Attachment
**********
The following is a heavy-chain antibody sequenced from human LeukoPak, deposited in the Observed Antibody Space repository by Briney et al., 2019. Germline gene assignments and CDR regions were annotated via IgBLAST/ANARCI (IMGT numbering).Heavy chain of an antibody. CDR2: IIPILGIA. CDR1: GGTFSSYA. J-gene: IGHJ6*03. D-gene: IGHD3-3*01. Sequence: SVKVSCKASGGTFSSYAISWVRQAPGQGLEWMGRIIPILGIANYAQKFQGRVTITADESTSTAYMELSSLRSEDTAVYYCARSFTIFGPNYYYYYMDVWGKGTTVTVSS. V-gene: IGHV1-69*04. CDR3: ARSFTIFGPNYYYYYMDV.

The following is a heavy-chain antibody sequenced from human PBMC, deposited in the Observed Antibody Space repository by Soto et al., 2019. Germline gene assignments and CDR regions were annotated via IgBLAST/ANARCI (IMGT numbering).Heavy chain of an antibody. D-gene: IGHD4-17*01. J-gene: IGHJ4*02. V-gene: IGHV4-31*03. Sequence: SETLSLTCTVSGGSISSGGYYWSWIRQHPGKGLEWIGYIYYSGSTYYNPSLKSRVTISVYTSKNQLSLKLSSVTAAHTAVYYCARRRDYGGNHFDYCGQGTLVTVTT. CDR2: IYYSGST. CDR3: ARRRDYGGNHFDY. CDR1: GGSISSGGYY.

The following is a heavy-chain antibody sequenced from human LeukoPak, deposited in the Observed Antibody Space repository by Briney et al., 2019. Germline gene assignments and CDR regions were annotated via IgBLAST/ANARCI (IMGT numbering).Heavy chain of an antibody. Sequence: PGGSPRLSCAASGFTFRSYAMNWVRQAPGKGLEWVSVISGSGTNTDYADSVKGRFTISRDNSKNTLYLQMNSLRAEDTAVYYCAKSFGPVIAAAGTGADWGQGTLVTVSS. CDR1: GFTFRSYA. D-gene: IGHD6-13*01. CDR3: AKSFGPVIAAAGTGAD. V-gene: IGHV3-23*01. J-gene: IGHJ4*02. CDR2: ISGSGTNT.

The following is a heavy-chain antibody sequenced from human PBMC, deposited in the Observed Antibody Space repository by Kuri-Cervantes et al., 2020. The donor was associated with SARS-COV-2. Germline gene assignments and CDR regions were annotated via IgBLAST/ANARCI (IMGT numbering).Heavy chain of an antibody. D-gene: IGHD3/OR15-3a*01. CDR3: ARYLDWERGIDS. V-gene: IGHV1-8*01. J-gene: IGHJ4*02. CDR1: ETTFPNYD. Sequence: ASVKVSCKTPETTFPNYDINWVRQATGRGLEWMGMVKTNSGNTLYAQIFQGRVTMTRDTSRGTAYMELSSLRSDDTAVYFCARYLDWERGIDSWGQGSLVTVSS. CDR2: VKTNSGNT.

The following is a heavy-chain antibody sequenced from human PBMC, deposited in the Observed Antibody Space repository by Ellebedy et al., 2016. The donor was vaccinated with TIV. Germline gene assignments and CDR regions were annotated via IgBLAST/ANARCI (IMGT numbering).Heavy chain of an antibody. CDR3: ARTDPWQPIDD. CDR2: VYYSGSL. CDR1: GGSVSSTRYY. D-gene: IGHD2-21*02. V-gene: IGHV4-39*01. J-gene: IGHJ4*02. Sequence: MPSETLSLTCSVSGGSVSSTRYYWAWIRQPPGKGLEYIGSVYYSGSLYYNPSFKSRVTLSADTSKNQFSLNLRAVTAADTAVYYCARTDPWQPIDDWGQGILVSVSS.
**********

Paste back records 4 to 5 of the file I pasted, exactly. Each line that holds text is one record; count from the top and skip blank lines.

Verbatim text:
The following is a heavy-chain antibody sequenced from human PBMC, deposited in the Observed Antibody Space repository by Kuri-Cervantes et al., 2020. The donor was associated with SARS-COV-2. Germline gene assignments and CDR regions were annotated via IgBLAST/ANARCI (IMGT numbering).Heavy chain of an antibody. D-gene: IGHD3/OR15-3a*01. CDR3: ARYLDWERGIDS. V-gene: IGHV1-8*01. J-gene: IGHJ4*02. CDR1: ETTFPNYD. Sequence: ASVKVSCKTPETTFPNYDINWVRQATGRGLEWMGMVKTNSGNTLYAQIFQGRVTMTRDTSRGTAYMELSSLRSDDTAVYFCARYLDWERGIDSWGQGSLVTVSS. CDR2: VKTNSGNT.

The following is a heavy-chain antibody sequenced from human PBMC, deposited in the Observed Antibody Space repository by Ellebedy et al., 2016. The donor was vaccinated with TIV. Germline gene assignments and CDR regions were annotated via IgBLAST/ANARCI (IMGT numbering).Heavy chain of an antibody. CDR3: ARTDPWQPIDD. CDR2: VYYSGSL. CDR1: GGSVSSTRYY. D-gene: IGHD2-21*02. V-gene: IGHV4-39*01. J-gene: IGHJ4*02. Sequence: MPSETLSLTCSVSGGSVSSTRYYWAWIRQPPGKGLEYIGSVYYSGSLYYNPSFKSRVTLSADTSKNQFSLNLRAVTAADTAVYYCARTDPWQPIDDWGQGILVSVSS.